In the end, Vatican media are always more inclined to offer a framework for and to show continuity in Pope Francis’ pontificate. Odds are that the recently established Secretariat for Communications will deal with this issue when it begins overseeing the contents of all the Vatican media.

Back to the letter. Fr. Ostojic underscored that “without any doubt, even when one appreciates the media’s mission, one has to avoid the trap of naive enthusiasm, because,” he added, “experience teaches us that frequently those who today praise you, tomorrow, for ideological reasons, will be on the other side.”

“For example, what will happen when the Holy Father reaffirms the value of all human life and states a clear ‘no’ to abortion? What will be said when the Pope supports marriage only between a man and a woman? And there are many other sensitive issues… In that moment, many whose praise for the Pope is superficial will change sides, and he will feel the weight of the cross, which cannot be negotiated at the expense of the truth of the Gospel.”

In this case Fr. Ostojic was revealed to be a prophet. Pope Francis actually said no clearly to abortion – and the ‘no’ to abortion was quite strong in the encyclical “Laudato Si” – and he stressed over and over again that “gender ideology is crazy” and that marriage is always between a man and a woman. Sometimes, his words were just downplayed. Other times, his words were completely ignored.

The debate for the upcoming Synod is now in the offing. The discussion seems to take place more in the media that among bishops. The media have recreated the dialectic between “conservatives” and “progressives” that worked well during the years of the Second Vatican Council and the years that followed. But this dialectic does not provide a nuanced view of reality, and it would be better to replace the terms “progressive” and “conservatives” with “adapters” and “followers.”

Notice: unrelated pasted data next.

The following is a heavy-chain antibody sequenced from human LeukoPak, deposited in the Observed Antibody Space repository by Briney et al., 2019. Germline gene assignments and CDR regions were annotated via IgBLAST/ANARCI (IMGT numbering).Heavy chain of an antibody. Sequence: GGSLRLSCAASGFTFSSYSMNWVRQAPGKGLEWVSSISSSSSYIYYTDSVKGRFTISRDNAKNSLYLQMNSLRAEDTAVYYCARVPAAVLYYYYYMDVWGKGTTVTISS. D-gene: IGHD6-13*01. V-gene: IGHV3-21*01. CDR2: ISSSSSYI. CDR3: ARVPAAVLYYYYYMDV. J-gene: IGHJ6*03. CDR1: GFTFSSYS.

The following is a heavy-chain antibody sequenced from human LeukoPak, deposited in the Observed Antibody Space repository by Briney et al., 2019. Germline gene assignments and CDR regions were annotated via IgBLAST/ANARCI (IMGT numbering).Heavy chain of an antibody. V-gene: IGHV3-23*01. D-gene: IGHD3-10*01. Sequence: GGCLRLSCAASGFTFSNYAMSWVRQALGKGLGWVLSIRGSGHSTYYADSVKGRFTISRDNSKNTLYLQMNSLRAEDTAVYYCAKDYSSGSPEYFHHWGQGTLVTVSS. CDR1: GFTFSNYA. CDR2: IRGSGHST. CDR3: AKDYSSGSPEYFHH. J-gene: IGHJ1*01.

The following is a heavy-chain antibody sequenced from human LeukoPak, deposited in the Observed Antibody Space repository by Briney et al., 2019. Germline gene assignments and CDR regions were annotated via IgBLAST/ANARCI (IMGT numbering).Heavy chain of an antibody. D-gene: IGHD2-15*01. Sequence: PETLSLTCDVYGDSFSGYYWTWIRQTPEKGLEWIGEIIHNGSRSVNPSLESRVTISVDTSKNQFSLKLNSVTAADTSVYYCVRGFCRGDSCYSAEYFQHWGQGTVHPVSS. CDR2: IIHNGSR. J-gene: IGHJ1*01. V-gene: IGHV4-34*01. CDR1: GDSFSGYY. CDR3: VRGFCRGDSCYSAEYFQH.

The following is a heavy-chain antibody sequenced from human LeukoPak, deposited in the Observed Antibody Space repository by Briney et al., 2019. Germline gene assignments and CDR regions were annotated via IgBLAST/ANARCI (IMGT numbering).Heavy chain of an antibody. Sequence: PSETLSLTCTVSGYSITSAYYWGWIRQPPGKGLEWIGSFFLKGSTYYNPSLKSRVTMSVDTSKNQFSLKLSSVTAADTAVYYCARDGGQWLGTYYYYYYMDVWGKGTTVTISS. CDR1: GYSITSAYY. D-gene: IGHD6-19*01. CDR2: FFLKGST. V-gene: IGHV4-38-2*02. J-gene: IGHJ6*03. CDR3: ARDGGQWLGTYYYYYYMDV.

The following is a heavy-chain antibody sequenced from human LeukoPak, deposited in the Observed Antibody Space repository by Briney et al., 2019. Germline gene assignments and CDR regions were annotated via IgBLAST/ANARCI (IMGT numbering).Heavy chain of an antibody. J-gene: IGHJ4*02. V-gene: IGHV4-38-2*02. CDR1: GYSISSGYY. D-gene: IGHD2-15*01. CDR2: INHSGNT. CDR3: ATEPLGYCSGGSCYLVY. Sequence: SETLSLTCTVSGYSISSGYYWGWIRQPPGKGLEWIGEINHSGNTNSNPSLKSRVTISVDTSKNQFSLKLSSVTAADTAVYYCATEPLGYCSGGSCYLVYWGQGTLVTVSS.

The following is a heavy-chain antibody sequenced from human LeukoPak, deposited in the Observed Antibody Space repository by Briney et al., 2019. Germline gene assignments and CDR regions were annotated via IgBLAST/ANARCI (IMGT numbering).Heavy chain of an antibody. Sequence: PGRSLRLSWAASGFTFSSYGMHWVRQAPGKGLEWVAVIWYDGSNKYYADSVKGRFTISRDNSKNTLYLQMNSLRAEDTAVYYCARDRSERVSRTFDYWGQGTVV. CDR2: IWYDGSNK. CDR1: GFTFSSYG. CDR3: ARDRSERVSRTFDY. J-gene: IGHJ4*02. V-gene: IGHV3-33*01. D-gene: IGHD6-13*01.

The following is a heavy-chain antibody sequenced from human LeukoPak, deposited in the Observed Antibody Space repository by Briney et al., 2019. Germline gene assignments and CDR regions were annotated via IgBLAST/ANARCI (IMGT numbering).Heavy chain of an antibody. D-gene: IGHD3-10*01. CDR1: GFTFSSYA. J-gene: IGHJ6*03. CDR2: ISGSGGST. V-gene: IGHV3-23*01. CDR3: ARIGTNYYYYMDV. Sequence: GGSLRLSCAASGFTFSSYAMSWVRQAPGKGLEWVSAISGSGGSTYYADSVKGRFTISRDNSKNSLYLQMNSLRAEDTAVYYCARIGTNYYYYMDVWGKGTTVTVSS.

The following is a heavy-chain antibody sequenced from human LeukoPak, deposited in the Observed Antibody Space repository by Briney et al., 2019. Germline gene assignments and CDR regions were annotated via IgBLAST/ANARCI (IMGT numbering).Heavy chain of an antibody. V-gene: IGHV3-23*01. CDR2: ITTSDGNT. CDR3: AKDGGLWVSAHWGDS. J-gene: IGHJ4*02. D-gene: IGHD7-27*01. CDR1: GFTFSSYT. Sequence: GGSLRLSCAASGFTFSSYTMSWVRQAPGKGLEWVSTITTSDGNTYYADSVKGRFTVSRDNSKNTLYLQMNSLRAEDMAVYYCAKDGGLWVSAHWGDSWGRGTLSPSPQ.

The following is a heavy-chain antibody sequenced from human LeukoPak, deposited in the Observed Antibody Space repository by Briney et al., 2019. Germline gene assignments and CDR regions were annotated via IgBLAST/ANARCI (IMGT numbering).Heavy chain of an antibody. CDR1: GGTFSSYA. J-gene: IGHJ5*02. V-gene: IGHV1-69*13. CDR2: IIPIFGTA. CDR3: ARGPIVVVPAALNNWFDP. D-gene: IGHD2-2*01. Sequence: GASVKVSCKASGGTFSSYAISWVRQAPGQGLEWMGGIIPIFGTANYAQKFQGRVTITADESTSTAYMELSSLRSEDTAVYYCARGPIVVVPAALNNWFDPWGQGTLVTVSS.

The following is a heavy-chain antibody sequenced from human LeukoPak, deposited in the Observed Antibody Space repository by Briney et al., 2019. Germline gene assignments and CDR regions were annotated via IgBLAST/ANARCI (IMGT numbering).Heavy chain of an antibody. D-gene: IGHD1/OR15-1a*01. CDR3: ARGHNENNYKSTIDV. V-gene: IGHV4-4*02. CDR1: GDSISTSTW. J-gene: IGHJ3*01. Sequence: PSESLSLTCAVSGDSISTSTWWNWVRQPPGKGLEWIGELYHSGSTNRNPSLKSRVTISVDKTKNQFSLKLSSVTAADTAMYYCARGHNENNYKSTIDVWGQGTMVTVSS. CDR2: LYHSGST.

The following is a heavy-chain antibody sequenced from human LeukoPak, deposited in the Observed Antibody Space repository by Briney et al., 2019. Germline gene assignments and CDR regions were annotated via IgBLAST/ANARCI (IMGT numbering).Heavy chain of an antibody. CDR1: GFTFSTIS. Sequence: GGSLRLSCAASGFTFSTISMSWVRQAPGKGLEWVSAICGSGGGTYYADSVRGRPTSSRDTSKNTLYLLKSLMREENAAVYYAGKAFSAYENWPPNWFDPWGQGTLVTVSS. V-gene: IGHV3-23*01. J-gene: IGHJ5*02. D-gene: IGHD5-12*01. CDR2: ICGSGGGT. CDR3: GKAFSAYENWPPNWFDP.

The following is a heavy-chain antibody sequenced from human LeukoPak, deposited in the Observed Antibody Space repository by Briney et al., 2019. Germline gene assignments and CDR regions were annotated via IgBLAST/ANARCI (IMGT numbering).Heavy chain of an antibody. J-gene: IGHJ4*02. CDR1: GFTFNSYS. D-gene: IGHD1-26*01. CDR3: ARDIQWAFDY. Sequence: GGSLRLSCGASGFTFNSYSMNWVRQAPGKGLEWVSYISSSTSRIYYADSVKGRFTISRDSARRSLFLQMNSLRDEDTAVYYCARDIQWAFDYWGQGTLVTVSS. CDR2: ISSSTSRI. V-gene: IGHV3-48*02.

Nevertheless, those who want to adapt the doctrine to fit reality simply do not discuss their ideas. They try instead to influence public opinion, by adroitly exploiting the secular media. At the same time they work strongly as a lobby. Last week, Catholic News Agency revealed the news that a Swiss Catholic Foundation funded a LGBT lobby group for a campaign that put pressure on African bishops who are the most ferocious in defending the Church’s doctrine on family and marriage.

A book with contributions from 10 African bishops will show where the African bishops stand just before the upcoming Synod. At the same time 11 cardinals (coming from Europe, South America, and even India) will speak out in another book edited by the world-renowned German canon law expert, Winfried Aymans. The book, published in English by Ignatius Press, aims to put forward pastoral initiatives that can be implemented without adapting doctrine so that it squares with existing reality, but instead proceeding with hope and strength while remaining faithful to the ideal of the Gospel.

Which position the Pope will take in the discussion? Fr. Ostojic gives his response in the letter. He wrote, “I am profoundly convinced that Pope Francis lives with serenity, and that he will be able to bear the cross, and from the cross invite the Church to the hope that does not betray.”

Fr. Ostojic added that “those who speak with him for any reason will hear from his lips this request, ‘Pray for me.’” This means that the Pope “considers power as a service.”

Where do the Pope’s gestures come from? Fr. Ostojic said that his gestures came from the intimate prayer with Christ, in front of the Eucharist. Fr. Ostojic already knew what the Pope was going to say. He predicted that the Pope was going to say more and more that “God is never tired of forgiving, but we sometimes are tired of asking for forgiveness.” And he added, “We must pray for him, be faithful to his Magisterium and, according to our possibilities, collaborate to bring the seeds of the Gospel to today’s world.”

These words also explain well the reason why speaking about the Gospel is still a must, today as ever, despite the fact that Pope Francis has given his pontificate a missionary emphasis. And the Ratzinger Schuelerkreis – the circle of Benedict XVI’s former students – will talk about this in its annual gathering at Castel Gandolfo next week.